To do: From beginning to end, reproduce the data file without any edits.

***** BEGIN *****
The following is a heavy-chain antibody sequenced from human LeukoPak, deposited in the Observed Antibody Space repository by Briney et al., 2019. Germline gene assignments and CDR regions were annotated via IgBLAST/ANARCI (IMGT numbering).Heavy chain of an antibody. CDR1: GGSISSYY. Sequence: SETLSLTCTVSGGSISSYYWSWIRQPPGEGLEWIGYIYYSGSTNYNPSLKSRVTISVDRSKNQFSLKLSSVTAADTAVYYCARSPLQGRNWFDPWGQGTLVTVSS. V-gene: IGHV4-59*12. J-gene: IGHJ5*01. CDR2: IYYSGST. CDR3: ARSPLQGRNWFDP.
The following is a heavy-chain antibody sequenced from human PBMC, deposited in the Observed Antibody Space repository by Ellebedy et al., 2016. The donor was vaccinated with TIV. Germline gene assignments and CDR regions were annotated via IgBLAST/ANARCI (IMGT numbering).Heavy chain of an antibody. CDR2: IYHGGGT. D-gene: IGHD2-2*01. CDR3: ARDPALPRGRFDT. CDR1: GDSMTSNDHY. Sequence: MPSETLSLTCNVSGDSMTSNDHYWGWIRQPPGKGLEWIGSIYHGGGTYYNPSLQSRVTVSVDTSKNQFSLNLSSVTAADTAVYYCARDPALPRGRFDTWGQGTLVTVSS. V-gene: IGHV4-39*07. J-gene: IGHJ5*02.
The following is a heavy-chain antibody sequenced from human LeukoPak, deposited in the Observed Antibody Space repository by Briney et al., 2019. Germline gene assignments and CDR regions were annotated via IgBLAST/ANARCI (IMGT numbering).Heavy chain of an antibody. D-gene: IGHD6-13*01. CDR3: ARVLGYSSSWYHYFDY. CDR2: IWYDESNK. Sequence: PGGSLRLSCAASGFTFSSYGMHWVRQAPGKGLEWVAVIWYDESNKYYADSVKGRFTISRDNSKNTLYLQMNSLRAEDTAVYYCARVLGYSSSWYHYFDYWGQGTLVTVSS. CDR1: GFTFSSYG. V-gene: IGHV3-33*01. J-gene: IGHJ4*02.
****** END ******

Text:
The following is a heavy-chain antibody sequenced from human LeukoPak, deposited in the Observed Antibody Space repository by Briney et al., 2019. Germline gene assignments and CDR regions were annotated via IgBLAST/ANARCI (IMGT numbering).Heavy chain of an antibody. CDR1: GGSISSYY. Sequence: SETLSLTCTVSGGSISSYYWSWIRQPPGEGLEWIGYIYYSGSTNYNPSLKSRVTISVDRSKNQFSLKLSSVTAADTAVYYCARSPLQGRNWFDPWGQGTLVTVSS. V-gene: IGHV4-59*12. J-gene: IGHJ5*01. CDR2: IYYSGST. CDR3: ARSPLQGRNWFDP.
The following is a heavy-chain antibody sequenced from human PBMC, deposited in the Observed Antibody Space repository by Ellebedy et al., 2016. The donor was vaccinated with TIV. Germline gene assignments and CDR regions were annotated via IgBLAST/ANARCI (IMGT numbering).Heavy chain of an antibody. CDR2: IYHGGGT. D-gene: IGHD2-2*01. CDR3: ARDPALPRGRFDT. CDR1: GDSMTSNDHY. Sequence: MPSETLSLTCNVSGDSMTSNDHYWGWIRQPPGKGLEWIGSIYHGGGTYYNPSLQSRVTVSVDTSKNQFSLNLSSVTAADTAVYYCARDPALPRGRFDTWGQGTLVTVSS. V-gene: IGHV4-39*07. J-gene: IGHJ5*02.
The following is a heavy-chain antibody sequenced from human LeukoPak, deposited in the Observed Antibody Space repository by Briney et al., 2019. Germline gene assignments and CDR regions were annotated via IgBLAST/ANARCI (IMGT numbering).Heavy chain of an antibody. D-gene: IGHD6-13*01. CDR3: ARVLGYSSSWYHYFDY. CDR2: IWYDESNK. Sequence: PGGSLRLSCAASGFTFSSYGMHWVRQAPGKGLEWVAVIWYDESNKYYADSVKGRFTISRDNSKNTLYLQMNSLRAEDTAVYYCARVLGYSSSWYHYFDYWGQGTLVTVSS. CDR1: GFTFSSYG. V-gene: IGHV3-33*01. J-gene: IGHJ4*02.